U.S. Secretary of Energy says North Dakota's carbon storage capacity a ''gift to the planet"

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Oct. 14—U.S. Secretary of Energy Jennifer Granholm, during a visit to the Energy & Environment Research Center at UND, said she believes North Dakota is poised to play a key role in addressing climate change.

Granholm visited Grand Forks on Thursday, Oct. 14, to tour the EERC with Sen. John Hoeven, R-N.D., and Gov. Doug Burgum. Following that tour, they held a discussion with energy company executives from across the state.

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That discussion focused on the generation of clean power, but also on advancing to commercialization carbon capture utilization and storage technology (CCUS) — essentially stripping carbon from coal or other energy sources, and burying it underground. Energy executives said doing so will require expanded federal financial assistance.

Granholm said she doesn't view combating climate change with a silver bullet, but rather "silver buckshot." In North Dakota, that buckshot pattern hits several targets, including further rolling out wind and solar power, but also working to decarbonize fossil fuels.

"We have to create clean, baseload, dispatchable power," Granholm said. "You can't flip a switch, although we have a huge sense of urgency, but there are solutions you can deploy today, and put it on steroids."

Granholm's office has announced a series of "earth shots," technology programs exploring improvements to batteries for long-term power storage, implementing and lowering the price of clean hydrogen within a decade and attaching carbon capture technology to traditional means of power generation, such as with coal-fired plants.

Included in a $1.2 trillion federal infrastructure package is $25 billion for demonstration projects involving clean hydrogen, carbon capture and others, Granholm said. Both Hoeven and Sen. Kevin Cramer, R-N.D., have voted to support that funding package. Granholm called Hoeven's leadership "invaluable" in advancing those policy goals.

Burgum said North Dakota "hit the jackpot of geology" because the state can store 252 billion tons of carbon underground in a carbon "sink." That amount, he said, equates to 50 years of national carbon production from energy generation, or 4,400 years in what North Dakota generates on its own.

Granholm agreed, saying: "You've got a comparative advantage, clearly in carbon capture and storage because of your geography," and called the storage capacity a "gift to the planet."

In May, Burgum announced an ambitious plan to make North Dakota carbon neutral by 2030. Burgum said since that announcement, investment from outside the state has poured in, to the tune of $25 billion for projects like carbon capture programs.

At a question and answer session after the discussion, Burgum said he believed North Dakota can reach his carbon neutrality goal by the projected date. The state, he said, can provide developers with a stable tax and regulatory environment. North Dakota is one of only two states that has received U.S. Environmental Protection Agency authorization to permanently store carbon dioxide underground.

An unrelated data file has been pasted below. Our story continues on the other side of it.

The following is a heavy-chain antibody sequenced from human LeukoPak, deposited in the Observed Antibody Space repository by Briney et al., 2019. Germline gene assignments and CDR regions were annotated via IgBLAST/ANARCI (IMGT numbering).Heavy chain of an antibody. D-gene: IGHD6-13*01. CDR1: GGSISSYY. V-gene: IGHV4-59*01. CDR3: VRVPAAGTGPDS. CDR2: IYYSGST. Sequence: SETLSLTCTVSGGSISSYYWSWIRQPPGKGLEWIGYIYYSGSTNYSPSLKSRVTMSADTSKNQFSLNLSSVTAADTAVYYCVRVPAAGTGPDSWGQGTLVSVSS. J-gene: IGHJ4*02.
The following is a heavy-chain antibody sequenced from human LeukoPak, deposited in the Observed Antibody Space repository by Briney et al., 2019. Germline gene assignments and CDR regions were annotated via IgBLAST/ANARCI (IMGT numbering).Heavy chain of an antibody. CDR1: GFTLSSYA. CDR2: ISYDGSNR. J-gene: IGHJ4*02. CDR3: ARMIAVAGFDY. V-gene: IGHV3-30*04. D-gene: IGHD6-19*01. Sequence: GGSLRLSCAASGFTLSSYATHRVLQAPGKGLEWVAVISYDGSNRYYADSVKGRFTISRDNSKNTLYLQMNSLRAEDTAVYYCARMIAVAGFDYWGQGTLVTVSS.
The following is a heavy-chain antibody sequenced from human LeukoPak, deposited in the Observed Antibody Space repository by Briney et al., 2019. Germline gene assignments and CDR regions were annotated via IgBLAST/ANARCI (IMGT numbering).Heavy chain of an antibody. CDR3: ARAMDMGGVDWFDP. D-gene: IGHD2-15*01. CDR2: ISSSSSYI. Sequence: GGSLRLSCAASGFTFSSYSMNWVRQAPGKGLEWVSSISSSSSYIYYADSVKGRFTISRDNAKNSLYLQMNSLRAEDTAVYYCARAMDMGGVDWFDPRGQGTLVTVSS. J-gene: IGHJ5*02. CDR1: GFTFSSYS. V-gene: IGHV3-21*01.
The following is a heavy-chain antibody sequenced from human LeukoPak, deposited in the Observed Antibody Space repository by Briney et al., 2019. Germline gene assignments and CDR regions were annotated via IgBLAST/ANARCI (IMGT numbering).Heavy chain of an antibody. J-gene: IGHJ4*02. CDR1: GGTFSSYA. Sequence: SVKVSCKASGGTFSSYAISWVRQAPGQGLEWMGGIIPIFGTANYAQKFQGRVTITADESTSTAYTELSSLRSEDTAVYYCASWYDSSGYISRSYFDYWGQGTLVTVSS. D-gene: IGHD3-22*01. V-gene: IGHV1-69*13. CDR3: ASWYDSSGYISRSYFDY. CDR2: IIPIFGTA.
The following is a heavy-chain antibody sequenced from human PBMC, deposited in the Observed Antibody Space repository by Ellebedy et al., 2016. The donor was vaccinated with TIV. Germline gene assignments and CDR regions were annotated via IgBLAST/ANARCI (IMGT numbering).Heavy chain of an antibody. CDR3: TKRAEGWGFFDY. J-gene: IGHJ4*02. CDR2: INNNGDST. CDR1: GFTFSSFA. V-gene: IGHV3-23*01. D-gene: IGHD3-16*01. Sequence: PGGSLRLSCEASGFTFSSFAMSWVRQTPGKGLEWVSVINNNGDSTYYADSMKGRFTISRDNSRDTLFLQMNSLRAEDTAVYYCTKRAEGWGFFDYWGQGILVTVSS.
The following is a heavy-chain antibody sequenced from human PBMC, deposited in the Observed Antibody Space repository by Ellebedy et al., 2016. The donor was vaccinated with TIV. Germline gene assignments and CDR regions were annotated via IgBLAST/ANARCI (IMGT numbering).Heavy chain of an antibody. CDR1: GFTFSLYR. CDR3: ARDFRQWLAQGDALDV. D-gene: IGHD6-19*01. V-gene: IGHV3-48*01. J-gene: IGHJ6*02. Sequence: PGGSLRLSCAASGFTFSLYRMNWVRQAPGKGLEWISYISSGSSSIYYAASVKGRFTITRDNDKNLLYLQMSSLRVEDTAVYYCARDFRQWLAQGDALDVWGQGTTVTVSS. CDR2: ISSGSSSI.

"It's very easy to see with both our reduction of CO2 and the ability to have an intake of CO2 from other places, that we can get to the goal of carbon neutrality by 2030 without mandates and without regulation," Burgum said.

Hoeven said researchers and companies have "cracked the code" on oil production in the western-lying Bakken formation through hydraulic fracturing. The task now is to crack the code on carbon capture. The technology to do so exists, but some have said making it profitable on a large scale poses challenges.

Hoeven is calling for more investment in programs like Project Tundra, a carbon dioxide capturing program at a coal-fired power plant in the western part of the state. The EERC has partnered with the DOE in developing the carbon storage technology, and the program has received $43 million in federal funding.

Hoeven is also calling for loan guarantees for developers to build the infrastructure to store carbon dioxide, as well as enhancements to existing coal tax credits. The tax credits are meant to provide developers with revenue streams that incentivise adopting CCUS technology.

According to a news release from his office, Hoeven is sponsoring legislation to enhance those credits, referred to as 45Q and 48A Coal tax credits.

"What we need is commercial viability, and that's why we're working so hard at the federal level and we need (Secretary Granholm's) help with funding to put the carbon capture technology in place," said Hoeven.

Energy executives at the discussion said much the same. Kathy Neset, who runs an engineering and geology business in Tioga, N.D., said implementing carbon capture technology requires government revenue and the innovation of developers, not regulation. Neset's company has partnered with the EERC on a number of projects and is now drilling test wells to store carbon dioxide underground.

It was innovation that allowed the United States to become the largest producer of oil in the world, Neset said. The challenge now becomes taking all that oil and making it "carbon friendly." Should all the pieces fall into place, Neset said she could see the state move beyond Burgum's vision of carbon neutrality to being carbon negative, to which Granholm interjected:

"Preach it!"

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